Hamilton Thorne gets RCA license
In April, the Mount Sinai School of Medicine, located here granted licensing rights for U.S. Patent, No. 6,855,523 to Hamilton Thorne Biosciences, putting the Beverly, Mass.-based DNA technology and automated instrumentation company in a strong position to market a potential competitor to PCR: linear and exponential rolling circle amplification (RCA).
NEW YORK—In April, the Mount Sinai School of Medicine, located here granted licensing rights for U.S. Patent, No. 6,855,523 to Hamilton Thorne Biosciences, putting the Beverly, Mass.-based DNA technology and automated instrumentation company in a strong position to market a potential competitor to PCR: linear and exponential rolling circle amplification (RCA).
"PCR testing is considered the gold standard for nucleic acid testing, and it meets the needs for high-volume, high-throughput organizations like universities, pharmaceutical companies and others," says Dr. Harry G. McCoy, Hamilton Thorne's president. "But PCR is also a bit too cumbersome and complex to reach the full market that we think molecular diagnostics could—and should—reach.
"We think that simplified techniques like RCA are ideal to get testing closer to the patient, at places like hospitals, clinics and smaller reference laboratories."
First described in 1995, RCA uses processes similar to those employed by viruses to replicate their genomes in a host cell. In the first phase of the RCA process, a quasi-circular DNA probe containing two strand displacement primers and two ligation primers is allowed to anneal with the target molecule. After circularization of the probe and insertion of the DNA polymerase, primers and oligonucleotides, the polymerase attached to the first strand-displacement primer and begin to copy the circular probe. After a complete revolution, the copied strand is displaced by the same polymerase, which continues to replicate this circular template. So, with just one extension primer, RCA effectively provides linear amplification.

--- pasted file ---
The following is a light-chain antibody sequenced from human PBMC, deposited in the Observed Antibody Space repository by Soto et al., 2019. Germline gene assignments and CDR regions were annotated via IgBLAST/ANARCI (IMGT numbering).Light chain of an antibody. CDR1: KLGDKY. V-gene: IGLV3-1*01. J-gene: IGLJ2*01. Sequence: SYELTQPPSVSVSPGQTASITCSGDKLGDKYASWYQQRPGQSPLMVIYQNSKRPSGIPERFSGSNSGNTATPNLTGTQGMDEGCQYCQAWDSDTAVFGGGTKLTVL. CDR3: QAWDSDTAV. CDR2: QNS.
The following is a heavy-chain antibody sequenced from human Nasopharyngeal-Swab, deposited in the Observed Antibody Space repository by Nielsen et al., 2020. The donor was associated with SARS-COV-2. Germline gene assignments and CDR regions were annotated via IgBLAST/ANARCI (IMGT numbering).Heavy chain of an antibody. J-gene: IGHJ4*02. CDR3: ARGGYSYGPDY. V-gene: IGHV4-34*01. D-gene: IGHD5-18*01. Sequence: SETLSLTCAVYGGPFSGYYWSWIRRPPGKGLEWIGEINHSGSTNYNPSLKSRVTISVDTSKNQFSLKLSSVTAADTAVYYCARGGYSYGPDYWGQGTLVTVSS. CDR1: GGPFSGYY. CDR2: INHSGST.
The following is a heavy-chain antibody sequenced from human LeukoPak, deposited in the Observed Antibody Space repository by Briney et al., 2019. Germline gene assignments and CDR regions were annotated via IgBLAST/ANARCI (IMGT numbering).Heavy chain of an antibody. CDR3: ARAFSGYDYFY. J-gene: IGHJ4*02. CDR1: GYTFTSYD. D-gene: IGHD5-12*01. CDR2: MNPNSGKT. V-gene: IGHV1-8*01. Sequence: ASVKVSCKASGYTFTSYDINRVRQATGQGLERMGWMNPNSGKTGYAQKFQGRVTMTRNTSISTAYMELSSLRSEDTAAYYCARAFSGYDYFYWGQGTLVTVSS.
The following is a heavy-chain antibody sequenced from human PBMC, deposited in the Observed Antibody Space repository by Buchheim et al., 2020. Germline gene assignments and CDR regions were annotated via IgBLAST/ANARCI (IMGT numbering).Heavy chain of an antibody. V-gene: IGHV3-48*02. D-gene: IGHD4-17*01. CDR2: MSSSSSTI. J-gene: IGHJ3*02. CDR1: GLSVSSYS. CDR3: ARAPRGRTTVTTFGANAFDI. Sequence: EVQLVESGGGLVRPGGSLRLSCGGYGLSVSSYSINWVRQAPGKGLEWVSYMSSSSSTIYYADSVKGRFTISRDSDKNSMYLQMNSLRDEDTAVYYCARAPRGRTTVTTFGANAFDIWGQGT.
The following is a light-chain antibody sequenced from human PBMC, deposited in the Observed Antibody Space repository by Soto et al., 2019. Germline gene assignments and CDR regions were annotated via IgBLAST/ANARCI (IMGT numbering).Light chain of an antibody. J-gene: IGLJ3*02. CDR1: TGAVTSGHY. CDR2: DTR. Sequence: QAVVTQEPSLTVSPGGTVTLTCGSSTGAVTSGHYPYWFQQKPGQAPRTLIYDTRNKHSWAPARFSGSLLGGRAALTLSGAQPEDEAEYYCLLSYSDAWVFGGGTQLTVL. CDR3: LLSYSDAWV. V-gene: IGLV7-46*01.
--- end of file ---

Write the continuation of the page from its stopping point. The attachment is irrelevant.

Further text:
If a second strand displacement primer is encoded in the circular probe, the process grows exponentially in a process called ramification amplifying method (RAM).
"In the simplest terms, you have a single DNA circle with a primer on it," explains Dr. David J. Lane, Hamilton Thorne's vice president of research and development. "You throw in one of a variety of different enzymes, the primer extends around the circle, and when it meets the tail, it keeps on going for a fairly explosive DNA synthesis."
The technology isn't new, McCoy says, and this Mt. Sinai patent is one of a line of patents stretching back to the original filing based on the work of Dr. David Zhang, an associate professor of pathology at Mt. Sinai. Dr. Zhang also is the inventor of two of Hamilton Thorne's patented core technologies: RAM, and the hybridization signal amplification method.
"Together with previously issued patents in the area of rolling circle amplification, we believe [this latest patent] will represent a valuable asset to our licensee, Hamilton Thorne Biosciences, as it increases its development and commercialization activities in a number of diagnostic areas," said Dr. W. Patrick McGrath, executive director of Mt. Sinai Medical School's Office of Industrial Liaison.
The issuing of the license is also a statement of the faith that Mr. Sinai and Dr. Zhang have in Hamilton Thorne.